Contrary to the home affairs ministry’s declaration that the head of operations at the Correctional Services Agency (CSA), Randolph Spiteri, was transferred to another department within the same ministry, information passed on to The Shift indicates Spiteri remains in place.
Home Affairs Minister Byron Camilleri had made the declaration about Spiteri’s removal from his post at Malta’s prison facility on 18 May. Camilleri had also claimed that a public call to find Spiteri’s replacement would be issued.
However, more than a month later, no such public calls can be found on the home affairs ministry’s website. In addition the government’s own database states Spiteri is still listed as head of operations at CSA.
Spiteri’s role within the agency was flagged as a major issue following the self-suspension of CSA’s former Director-General Alex Dalli, who was removed following public backlash on the surging number of prisoner suicides under his tenure.
Besides being Dalli’s loyal second-in-command, meaning Spiteri enabled Dalli’s authoritarian and inhumane methods when the former director-general was still in charge, Spiteri’s name was also recently mentioned in court in relation to his alleged attempts at hushing up claims of sexual harassment at Transport Malta.
The husband of the alleged victim testified how he had received a WhatsApp call from Spiteri who not only knew details of a case which had been kept tightly under wraps but also urged him to settle the matter ‘amicably’ in spite of the victim’s allegations of consistent sexual harassment on the workplace.
A week after Camilleri’s declaration about Spiteri’s transfer, the home affairs minister refused to divulge further information about why Spiteri was removed from his post and where he was transferred to. Spiteri himself had denied the transfer, claiming he was out on long leave.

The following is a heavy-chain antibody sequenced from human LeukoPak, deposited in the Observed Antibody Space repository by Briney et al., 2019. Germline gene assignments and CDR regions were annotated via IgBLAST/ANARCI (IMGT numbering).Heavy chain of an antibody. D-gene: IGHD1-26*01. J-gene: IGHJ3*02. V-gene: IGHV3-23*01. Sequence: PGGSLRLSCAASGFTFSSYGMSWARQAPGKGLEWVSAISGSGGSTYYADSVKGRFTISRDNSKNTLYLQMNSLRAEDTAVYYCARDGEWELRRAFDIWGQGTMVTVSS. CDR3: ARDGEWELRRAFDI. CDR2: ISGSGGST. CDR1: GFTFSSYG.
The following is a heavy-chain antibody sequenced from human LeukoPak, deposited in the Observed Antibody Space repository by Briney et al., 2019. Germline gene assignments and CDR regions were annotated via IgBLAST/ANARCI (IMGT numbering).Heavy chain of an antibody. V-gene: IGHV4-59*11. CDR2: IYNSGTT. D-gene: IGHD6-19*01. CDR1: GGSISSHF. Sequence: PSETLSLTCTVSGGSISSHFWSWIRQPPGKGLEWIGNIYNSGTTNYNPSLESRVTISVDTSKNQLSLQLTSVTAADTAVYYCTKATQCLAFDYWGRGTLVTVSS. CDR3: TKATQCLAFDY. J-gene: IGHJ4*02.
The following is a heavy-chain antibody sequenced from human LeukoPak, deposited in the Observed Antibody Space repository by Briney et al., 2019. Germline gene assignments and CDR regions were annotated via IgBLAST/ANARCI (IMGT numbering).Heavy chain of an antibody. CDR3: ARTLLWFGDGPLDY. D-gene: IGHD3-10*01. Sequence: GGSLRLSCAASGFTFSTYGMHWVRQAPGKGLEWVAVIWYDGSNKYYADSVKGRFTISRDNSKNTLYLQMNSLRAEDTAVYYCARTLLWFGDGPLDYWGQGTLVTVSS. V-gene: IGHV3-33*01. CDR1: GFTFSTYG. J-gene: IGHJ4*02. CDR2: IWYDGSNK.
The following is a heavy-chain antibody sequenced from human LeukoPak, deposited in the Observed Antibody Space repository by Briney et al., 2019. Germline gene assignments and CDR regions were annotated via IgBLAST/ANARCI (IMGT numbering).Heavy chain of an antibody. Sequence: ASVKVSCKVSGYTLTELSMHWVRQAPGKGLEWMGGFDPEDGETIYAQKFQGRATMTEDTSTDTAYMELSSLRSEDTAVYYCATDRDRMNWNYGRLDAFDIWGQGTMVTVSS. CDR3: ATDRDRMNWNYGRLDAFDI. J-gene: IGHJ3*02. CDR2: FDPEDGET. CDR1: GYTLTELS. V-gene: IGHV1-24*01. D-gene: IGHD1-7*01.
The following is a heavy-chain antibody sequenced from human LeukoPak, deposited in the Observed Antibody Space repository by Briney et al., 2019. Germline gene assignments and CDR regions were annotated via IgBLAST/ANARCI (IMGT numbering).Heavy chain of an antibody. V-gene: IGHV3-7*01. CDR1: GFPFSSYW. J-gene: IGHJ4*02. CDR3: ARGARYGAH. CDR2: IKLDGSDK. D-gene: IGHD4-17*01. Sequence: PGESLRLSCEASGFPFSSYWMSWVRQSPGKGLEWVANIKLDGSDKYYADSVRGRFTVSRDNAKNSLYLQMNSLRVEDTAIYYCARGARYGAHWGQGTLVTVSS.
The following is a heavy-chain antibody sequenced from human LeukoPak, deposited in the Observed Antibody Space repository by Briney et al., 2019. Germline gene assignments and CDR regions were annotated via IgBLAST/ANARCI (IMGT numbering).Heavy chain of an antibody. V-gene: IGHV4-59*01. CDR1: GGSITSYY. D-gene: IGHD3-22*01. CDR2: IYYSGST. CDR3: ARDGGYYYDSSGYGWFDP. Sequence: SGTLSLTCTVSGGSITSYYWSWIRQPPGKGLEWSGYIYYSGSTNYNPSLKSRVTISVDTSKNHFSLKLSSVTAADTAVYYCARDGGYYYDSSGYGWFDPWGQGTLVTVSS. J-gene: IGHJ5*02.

In comments given to Newsbook on 26 May, the director-general who was appointed in Dalli’s stead seemed to confirm Spiteri’s version of events, further contradicting the home affairs minister’s statement.
In November, the dean of the faculty of social well-being at the University of Malta, Andrew Azzopardi, welcomed the news of Dalli’s removal from the top post.
Nonetheless, Azzopardi had voiced serious concerns over the fact that Spiteri was still in charge of operations, arguing that the new director-general, former Red Cross head Robert Brincau, could not possibly change the systemic issues of the prison with the rest of Dalli’s team still in charge.
In fact, Azzopardi had, along with several other academics, activists and NGOs, called for the resignation of the entire administration which had protected and promoted Dalli’s methodology, including the home affairs minister himself who repeatedly claimed that Dalli’s methods have improved the prison system.
Besides his unquestioning loyalty to Dalli, Spiteri was also criticised for his lack of directly relevant knowledge and experience. In spite of having zero relevant qualifications, he was made head of operations at CSA shortly after the Labour Party was elected to government in 2013. Prior his tenure as head of operations at CSA, Spiteri worked as a spokesperson for the Environmental Landscapes Consortium and as a government spokesperson with a PN government.
The apparent lack of consequences for the failures of the prison administration directly managed and overseen by Dalli and Spiteri comes into greater focus when considering that Dalli was not only not held accountable, but was effectively awarded a promotion.
In February, The Shift had revealed that Dalli was given a €103,000 a year contract as the Maltese government’s special envoy in Libya to “coordinate with the Libyan authorities on issues related to illegal immigration,” just months after Dalli suspended himself from his role.
Since then, little has been heard of Dalli’s activities in Libya, a country that is now known as a haven for human trafficking, violence and predatory warlords and smugglers seeking to profit from people’s attempts at crossing over into Europe from Libya.